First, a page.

I was perplexed when Rapunzel’s father betrayed her by giving her to the sorcerer even though she hasn’t been born yet. Why he didn’t fight for his daughter? Why he only thinks about himself and his cabbage-craving wife?
According to James Hillman, we overreact with betrayal. Betrayal is a clue to something, it is an evidence of something very good (Young, Lecture 8). In mythology, we can observe masculine figures exercising the role of freeing spirit from the matter (King Arthur slaying dragon and Heracles fighting the Nemean Lion). It is an upward movement and its psychological manifestation is that of development of intellect and rationality, but also extension of consciousness in general, what we can call spirituality (Wilhelm 4).
In my experience it is the male members of the family that taught me how to drive a car, ride a bike, ride the waves, signifying freedom and independence. I had falls, accidents, bruises and left some scars but the skills acquired have a lifelong benefit.
One beautiful morning in Waikiki, my uncle pushed my surfboard with all his might when the six-foot wave was coming towards us. My immediate reaction was “are trying to kill me!?” I saw him smiling while the waves were taking me away. It was my first deep spiritual experience. It was a mile-long wave ride, such a numinous experience when you feel the presence of the divine creator. There was no sense of separation between me and nature, I was one with the sky, the air, and the deep blue sea.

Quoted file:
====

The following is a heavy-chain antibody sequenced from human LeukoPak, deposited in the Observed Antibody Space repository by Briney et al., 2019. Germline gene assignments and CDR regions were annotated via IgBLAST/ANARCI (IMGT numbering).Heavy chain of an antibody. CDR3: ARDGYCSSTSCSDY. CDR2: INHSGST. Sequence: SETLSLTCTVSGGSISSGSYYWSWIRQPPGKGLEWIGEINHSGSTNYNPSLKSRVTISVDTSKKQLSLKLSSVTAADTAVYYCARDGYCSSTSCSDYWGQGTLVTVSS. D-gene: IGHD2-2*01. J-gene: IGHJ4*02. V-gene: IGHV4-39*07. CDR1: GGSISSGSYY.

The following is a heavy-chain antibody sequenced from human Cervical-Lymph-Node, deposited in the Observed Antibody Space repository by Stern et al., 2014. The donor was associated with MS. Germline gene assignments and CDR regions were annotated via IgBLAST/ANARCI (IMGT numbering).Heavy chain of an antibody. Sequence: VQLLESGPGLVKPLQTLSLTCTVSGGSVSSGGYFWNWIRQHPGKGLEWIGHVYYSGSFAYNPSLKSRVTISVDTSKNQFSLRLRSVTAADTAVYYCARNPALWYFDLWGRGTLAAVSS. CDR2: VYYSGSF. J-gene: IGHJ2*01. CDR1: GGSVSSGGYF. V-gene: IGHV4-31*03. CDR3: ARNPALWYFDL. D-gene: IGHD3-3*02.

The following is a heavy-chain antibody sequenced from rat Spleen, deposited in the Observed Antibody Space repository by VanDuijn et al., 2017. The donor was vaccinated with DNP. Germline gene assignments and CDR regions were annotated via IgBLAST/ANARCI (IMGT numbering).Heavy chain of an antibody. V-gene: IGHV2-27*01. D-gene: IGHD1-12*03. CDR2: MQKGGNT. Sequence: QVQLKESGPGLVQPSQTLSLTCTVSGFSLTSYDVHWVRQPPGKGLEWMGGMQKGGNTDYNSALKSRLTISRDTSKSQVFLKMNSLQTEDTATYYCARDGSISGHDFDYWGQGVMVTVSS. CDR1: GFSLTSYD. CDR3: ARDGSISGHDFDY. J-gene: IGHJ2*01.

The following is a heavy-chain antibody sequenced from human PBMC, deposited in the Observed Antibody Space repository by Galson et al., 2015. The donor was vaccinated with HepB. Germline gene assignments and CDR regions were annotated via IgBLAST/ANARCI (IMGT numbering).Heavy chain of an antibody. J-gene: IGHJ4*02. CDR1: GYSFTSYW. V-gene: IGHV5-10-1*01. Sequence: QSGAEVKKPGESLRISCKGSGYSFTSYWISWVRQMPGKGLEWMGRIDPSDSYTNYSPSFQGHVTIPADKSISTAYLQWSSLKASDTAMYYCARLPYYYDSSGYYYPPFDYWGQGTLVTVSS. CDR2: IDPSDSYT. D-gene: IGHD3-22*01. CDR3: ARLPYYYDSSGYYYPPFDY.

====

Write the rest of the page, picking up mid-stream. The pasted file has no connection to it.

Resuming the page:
In stories, a self-centered father figure can represent an exaggerated concern with power or safety. This is the agent of the outside world in the family (or the dream). While it is good to have aspirations, putting all our eggs into the success basket is a weak move. The quest for security is a nervous choice. In a moment of panic, we can betray ourselves.
The key to understanding the unreliable “father energy” is to figure out what part of our inner life he represents. How have we let ourselves down? Is there a more noble alternative image available within for us to bring forward?
At the same time, it is useful to appreciate the selfish father’s contribution to the story. Rapunzel would never have been such a strong and wise queen at the end of the tale without all the lessons.
I loved your wave story and resonate with the important lessons masculine figures tend to have in our lives that help us to grow. I would say that my mother held that masculine force in my life; pushing me to succeed despite my own fear that I might fail, or teaching me hard lessons in life that, at the time, felt unfair. I think it’s important to realize that these stories are meant to be impactful. To be “betrayed” by the very people who brought you into this world (male or female) is a matter of perspective.
Men give their daughters away in marriage and yet that seems to have a joyous undertone rather than giving them away to a sorcerer. In both scenarios we are set off to create a new chapter. The cutting of the umbilical cord is the important part, and when we look back we might find that what seemed like betrayal turned out to be freeing and beneficial after all.
Wilhelm H., The I Ching, Princeton University Press, New York, 1967.
Young, Jonathan. “Lecture 8. The Beloved of the Soul: Rapunzel”. PSY 512 Mythic Stories in Depth Psychology.” University of Philosophical Research, 2017.
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